Letters

The Shining Light Association
My congratulations to New Times for "The Sheriff's Criminal Association," by Bob Norman (October 15). The best guarantee against corrupt public officials is for the press to shine the spotlight on them. This is a serious matter that needs more investigation.

Robert M. Andrews
Fort Lauderdale

You Say "Bard," We Say "Blunder"
Regarding Jen Karetnick's review of Aztec World Cafe ("An Aztec Ruin," October 8), she states there was a typographical error in the restaurant's menu. The use of the word "barded" as it appears is correct -- the filet described is not larded: "The filet mignon should be larded, not 'barded,' with bacon, and the focaccia clubhouse sandwich should be layered with vine-ripened, not 'wine ripened,' tomatoes."

To lard a piece of meat means to insert strips of fat into the meat by using a larding needle. This is often done to venison or other very lean meat. The process of barding means to simply wrap a piece of fat or bacon around the meat. This is often secured with a piece of butcher's twine. This is done to game birds and tenderloin steaks, among other foods.

Gerry Simon
Hallandale

It's the Economics, Dumbo!
I'd like to add my two-cents' worth to the ongoing banter regarding Preston Henn and the Swap Shop circus ("The Sultan of Swap," Sean Rowe, October 1). I went to circuses as a kid like everyone else. Before I knew about the dreary lives and abuse circus animals are routinely subjected to, I thought the animal acts were dumb. They were an insult to my intelligence, and I was only ten!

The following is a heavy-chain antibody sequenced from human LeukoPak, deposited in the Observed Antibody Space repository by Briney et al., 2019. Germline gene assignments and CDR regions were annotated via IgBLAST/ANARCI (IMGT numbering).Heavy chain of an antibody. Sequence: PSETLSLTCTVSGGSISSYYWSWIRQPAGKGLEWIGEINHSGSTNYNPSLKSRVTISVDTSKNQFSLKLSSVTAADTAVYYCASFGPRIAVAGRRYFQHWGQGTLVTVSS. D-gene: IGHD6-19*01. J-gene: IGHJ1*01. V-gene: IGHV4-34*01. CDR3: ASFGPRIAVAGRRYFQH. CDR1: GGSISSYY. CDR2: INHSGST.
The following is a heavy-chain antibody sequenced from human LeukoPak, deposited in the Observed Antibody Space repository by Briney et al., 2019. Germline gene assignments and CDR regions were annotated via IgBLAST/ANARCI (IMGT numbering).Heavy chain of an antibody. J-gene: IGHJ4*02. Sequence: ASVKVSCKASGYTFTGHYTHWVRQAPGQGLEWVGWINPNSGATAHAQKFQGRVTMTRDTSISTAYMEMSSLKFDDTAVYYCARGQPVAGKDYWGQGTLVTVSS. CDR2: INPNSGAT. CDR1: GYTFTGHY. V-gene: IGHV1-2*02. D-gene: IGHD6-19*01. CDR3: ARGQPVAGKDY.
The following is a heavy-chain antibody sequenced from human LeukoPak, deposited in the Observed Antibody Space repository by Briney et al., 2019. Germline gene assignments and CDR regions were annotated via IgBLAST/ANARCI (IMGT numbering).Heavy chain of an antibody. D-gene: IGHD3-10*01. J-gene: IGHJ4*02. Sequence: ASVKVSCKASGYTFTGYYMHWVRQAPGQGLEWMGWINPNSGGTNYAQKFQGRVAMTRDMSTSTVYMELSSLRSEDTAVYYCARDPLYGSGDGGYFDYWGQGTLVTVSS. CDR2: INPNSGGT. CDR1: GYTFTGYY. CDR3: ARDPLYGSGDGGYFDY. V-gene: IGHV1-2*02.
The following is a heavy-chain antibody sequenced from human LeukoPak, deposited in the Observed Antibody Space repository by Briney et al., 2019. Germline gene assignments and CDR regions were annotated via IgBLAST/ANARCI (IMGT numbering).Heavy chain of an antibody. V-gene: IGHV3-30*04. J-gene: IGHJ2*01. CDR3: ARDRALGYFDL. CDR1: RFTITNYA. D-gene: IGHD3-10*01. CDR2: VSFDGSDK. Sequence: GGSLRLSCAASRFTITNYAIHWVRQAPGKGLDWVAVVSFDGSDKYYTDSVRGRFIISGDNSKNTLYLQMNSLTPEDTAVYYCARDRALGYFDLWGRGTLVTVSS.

I must agree with the letter writer who said not to waste time trying to condemn Henn for his misdeeds. Instead, I urge New Times readers to boycott the vendors at the Swap Shop. When they start complaining to Henn that his obstinacy is costing them sales, he'll listen with ears the size of his elephants'.

Patricia Lourmais
Lake Worth

Correction
In a feature article entitled "A Dream Deferred" (October 8), staff writer Jay Cheshes wrote that George Myles still owed the Broward Sheriff's Office (BSO) $15,000 for an educational video he'd been contracted to produce in 1995 but never did.

Because of reporter error, that statement was incorrect. According to the BSO's public information office, a video was produced and delivered to the BSO, which claimed that the video did not meet its expectations. The project was thus shelved, and the BSO did not attempt to recover the $15,000 paid. We regret the error.

 
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